In the meantime the social position of Methodists was changing in Canada. Earlier the Church of Scotland and the Church of England had formed social elites inaccessible to Methodists, the latter being poor and frequently despised. Zealous in evangelism and ardent in their pursuit of godliness, however, their sobriety, industry and thrift fuelled their social ascendancy. Some Methodist families became wealthy: the Goodherams from grain and railways, the Masseys from farm implements, and the Flavelles from meatpacking. By mid-18th century they were able to challenge the Anglican monopoly on education and political power.
Canadian Methodists and Education:
From this position Methodism was able to make its unparalleled contribution to the public good, a system of high-quality public education. Insisting that education subserved not only the evangelical cause in particular but also the human good in general and the social good more widely still, Methodism’s educational architect, Egerton Ryerson, undid the Anglican Church’s exclusive control over education. Ryerson implemented the system operative in Canada today: high quality education available to all, without a religious or doctrinal means test. In addition the Methodists built Victoria College, offering instruction in arts and sciences, later expanding it under principal Samuel Nelles to a full-fledged university by adding faculties of law, medicine and theology, eventually moving the institution from Cobourg to Toronto in order to federate it with the University of Toronto.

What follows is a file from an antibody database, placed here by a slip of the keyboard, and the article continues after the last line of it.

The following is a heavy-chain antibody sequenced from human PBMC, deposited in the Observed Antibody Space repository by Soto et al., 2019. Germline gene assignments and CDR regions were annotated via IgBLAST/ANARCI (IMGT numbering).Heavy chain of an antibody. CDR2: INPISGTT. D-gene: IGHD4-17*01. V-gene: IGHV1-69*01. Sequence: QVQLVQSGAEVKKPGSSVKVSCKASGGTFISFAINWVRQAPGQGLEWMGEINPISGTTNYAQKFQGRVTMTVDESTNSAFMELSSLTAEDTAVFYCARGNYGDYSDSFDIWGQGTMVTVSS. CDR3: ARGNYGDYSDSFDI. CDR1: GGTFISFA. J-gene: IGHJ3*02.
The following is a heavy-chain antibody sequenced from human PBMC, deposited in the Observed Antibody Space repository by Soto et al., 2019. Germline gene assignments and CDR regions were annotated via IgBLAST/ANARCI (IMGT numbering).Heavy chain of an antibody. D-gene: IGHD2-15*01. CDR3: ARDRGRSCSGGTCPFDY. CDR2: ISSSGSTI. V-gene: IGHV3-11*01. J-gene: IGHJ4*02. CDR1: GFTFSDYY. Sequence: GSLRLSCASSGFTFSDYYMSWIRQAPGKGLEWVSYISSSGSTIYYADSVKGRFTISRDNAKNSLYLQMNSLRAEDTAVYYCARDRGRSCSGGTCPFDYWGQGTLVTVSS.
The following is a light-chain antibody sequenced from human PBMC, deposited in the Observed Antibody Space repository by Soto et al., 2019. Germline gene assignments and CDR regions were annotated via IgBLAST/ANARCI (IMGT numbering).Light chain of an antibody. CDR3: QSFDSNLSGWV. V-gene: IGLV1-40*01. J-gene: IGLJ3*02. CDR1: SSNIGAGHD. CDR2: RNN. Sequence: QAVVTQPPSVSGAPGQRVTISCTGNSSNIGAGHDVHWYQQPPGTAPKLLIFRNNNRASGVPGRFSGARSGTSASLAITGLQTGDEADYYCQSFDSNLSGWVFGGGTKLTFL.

Ministering to the poor and to those that are imprisoned:
Aware of John Wesley’s legacy, Canadian Methodists dedicated themselves to the alleviation of human distress on any front, their vision here being no less than social transformation. They exerted themselves on behalf of convicts and ex-convicts, prostitutes and impoverished immigrants, all the while campaigning for better housing, improved public health, unemployment insurance, pensions, compensation for injured workers, the eight-hour work day, humane working conditions and homemaking skills. Salem Bland and James Woodsworth were the most visible exponents of the Social Gospel movement in Methodism, the latter eventually leaving the ministry in order to co-found the Co-operative Commonwealth Federation. The prosecution of social justice, it was thought, would largely eliminate the sources of social disharmony. At the same time leaders such as Samuel Chown continued to uphold the necessity of personal regeneration.
Concern for education and social transformation naturally gave rise to a commitment to publishing. Books, magazines and pamphlets were produced in ever-greater numbers; even by 1884 the circulation of Methodist-backed publications stood at 160,000, excluding the materials produced for overseas missions. Under William Briggs and Lorne Pierce, Methodists became instrumental in promoting a Canadian literary tradition, producing vast quantities of Canadian fiction, poetry, history and textbooks for schools.
Since 1925 much smaller denominations such as the Wesleyan Church, the Free Methodist Church, the Church of the Nazarene, the Bible Methodist Church (extensions of American bodies), and The Salvation Army have endeavoured to maintain the spiritual tradition of Wesley. Collectively, however, these groups do not have the influence in public life that the Methodists exerted prior to church union.